Release No.: 02-06
For Immediate Release: February 25, 2002
Harvard Study Teaches the Supreme Court a Thing or Two
Cambridge, MA - Breathing a collective sigh of relief that they are not violating federal law, the
nation's teachers return this week to the widespread practice of letting students correct each
other's papers. On Tuesday, February 19th, 2002, the U.S. Supreme Court ruled on Falvo vs.
Owasso School System, deciding that grading another student's paper is legal. The court rejected
the "politically correct" view that students' grades must be secret from their classmates. The court
offered the view that students can learn as much from grading each other's tests as they do from
taking them and save their teachers time, as well. Yet, the case is not closed on the educational
effectiveness of such practices.
A recent study conducted by Dr. Philip Sadler, the Director of the Science Education Department
at the Harvard-Smithsonian Center for Astrophysics, and his Harvard Graduate School of
Education student, Eddie Good, examined the impact of peer-grading and self-grading. Sadler and
Good wanted to determine whether the grades that students award themselves can actually
replace their teacher's grades and whether any additional learning results when students grade
tests. In four of Mr. Good's middle-school science classrooms at the Ephraim Curtis Middle
School in Sudbury, MA, 101 students learned how to evaluate tests using written guidelines.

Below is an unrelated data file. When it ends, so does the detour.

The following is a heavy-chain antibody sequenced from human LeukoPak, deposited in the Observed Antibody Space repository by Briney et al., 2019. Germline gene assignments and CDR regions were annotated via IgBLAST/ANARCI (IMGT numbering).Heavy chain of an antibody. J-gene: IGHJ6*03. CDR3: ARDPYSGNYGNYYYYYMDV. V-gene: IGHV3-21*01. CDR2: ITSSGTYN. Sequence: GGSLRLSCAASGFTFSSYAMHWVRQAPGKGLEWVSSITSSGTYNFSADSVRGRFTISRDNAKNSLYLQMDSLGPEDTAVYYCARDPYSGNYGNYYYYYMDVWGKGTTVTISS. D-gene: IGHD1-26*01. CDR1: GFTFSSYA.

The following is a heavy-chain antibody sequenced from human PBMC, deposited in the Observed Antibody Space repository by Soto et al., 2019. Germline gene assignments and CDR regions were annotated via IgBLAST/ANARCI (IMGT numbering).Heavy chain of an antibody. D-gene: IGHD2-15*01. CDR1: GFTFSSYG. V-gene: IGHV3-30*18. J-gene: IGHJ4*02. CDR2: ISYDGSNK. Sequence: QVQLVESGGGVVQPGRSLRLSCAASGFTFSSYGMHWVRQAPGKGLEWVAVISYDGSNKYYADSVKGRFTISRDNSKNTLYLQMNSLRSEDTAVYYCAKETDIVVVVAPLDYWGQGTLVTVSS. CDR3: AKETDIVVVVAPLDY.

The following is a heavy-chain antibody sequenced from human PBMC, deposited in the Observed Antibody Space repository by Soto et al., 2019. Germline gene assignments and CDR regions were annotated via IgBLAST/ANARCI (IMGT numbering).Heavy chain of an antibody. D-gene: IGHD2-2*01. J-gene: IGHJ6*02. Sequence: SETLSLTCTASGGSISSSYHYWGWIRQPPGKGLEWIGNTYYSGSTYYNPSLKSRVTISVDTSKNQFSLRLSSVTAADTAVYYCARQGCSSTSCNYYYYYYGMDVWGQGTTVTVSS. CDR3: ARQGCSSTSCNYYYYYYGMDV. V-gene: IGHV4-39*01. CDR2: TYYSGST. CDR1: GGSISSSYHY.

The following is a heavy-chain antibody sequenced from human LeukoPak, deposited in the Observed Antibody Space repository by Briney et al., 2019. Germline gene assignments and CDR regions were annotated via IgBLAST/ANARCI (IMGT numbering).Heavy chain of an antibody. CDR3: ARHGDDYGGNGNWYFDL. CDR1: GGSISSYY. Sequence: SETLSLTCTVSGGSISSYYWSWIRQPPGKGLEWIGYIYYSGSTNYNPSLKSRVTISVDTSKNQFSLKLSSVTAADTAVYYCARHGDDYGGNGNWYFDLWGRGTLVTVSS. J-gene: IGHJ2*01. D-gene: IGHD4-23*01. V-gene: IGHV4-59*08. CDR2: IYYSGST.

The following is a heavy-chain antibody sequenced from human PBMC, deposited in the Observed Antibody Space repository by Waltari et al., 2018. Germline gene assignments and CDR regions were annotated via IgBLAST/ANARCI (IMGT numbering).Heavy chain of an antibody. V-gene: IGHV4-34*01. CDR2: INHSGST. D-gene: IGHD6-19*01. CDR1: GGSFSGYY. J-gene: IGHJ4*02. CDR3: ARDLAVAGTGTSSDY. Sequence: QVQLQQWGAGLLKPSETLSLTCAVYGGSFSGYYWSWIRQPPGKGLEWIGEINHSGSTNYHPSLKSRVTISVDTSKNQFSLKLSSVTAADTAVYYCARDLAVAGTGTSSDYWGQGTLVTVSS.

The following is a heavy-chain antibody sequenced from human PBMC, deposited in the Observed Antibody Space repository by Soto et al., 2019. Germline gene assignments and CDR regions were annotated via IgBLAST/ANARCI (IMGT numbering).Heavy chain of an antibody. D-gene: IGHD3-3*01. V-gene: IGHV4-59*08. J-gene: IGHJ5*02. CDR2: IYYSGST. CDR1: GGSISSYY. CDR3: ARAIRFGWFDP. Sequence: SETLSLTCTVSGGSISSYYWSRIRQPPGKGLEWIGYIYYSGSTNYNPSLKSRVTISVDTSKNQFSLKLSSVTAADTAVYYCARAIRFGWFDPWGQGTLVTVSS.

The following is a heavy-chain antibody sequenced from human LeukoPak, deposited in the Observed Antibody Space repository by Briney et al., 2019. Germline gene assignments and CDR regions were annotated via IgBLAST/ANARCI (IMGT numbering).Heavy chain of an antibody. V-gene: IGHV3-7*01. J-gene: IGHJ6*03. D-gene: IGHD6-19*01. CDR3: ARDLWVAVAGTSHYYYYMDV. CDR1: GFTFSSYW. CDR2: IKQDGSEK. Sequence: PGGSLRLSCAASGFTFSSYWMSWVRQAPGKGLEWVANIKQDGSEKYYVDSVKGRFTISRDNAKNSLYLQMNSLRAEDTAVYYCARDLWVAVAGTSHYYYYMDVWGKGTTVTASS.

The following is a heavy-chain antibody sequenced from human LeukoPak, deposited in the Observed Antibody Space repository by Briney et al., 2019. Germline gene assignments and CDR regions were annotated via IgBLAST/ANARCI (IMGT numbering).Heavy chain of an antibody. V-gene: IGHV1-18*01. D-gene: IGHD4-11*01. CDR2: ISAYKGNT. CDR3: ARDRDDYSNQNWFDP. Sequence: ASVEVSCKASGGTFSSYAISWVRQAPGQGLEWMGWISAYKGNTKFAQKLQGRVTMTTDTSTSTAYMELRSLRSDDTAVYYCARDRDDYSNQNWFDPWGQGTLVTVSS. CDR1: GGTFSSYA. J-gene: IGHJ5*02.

They used time in class to correct tests and vigorously debate their judgments. "Even though the
assessment included many open-ended essay questions," said Sadler, "students quickly learned to
award grades with an accuracy that rivaled their teacher. Despite the opportunity for embellishing
one's own grade, students still graded their own tests more accurately than the tests of their
classmates. Only students on the lower end of the performance scale tended to inflate their own
scores when grading themselves."
The surprise came following the results of an unannounced, second administration of the same
test a week later, intending to measure whether student grading results in increased learning.
"This was something we really did not expect," adds Sadler. "It put a whole new light on grading
exams." Those students who graded a classmate's test did not improve significantly over a control
group of students who did not grade any tests at all. However, students who graded their own
test improved dramatically the second time they took it. Moreover, self-grading contributed to a
rise in test scores for students at all performance levels. While peer-grading saves time for the
teacher, it was self-grading that proved more educationally valuable.
Sadler and Good applaud the Supreme Court in their affirmation of student-grading as a
legitimate teaching practice, but urge that these grades count only if students are taught to grade
accurately. With self-grading showing a huge advantage over peer-grading in science learning,
Sadler and Good hope that researchers will continue to study the impact of such popular teaching
methods on the nation's school children. Often the results run counter to intuition or accepted
Headquartered in Cambridge, Massachusetts, the Harvard-Smithsonian Center for Astrophysics
(CfA) is a joint collaboration between the Smithsonian Astrophysical Observatory and the
Harvard College Observatory. CfA scientists organized into seven research divisions study the
origin, evolution, and ultimate fate of the universe.
For more information, contact:
David A. Aguilar, Public Affairs
Harvard-Smithsonian Center for Astrophysics
Phone: 617-495-7462 Fax: 617-495-7468 email@example.com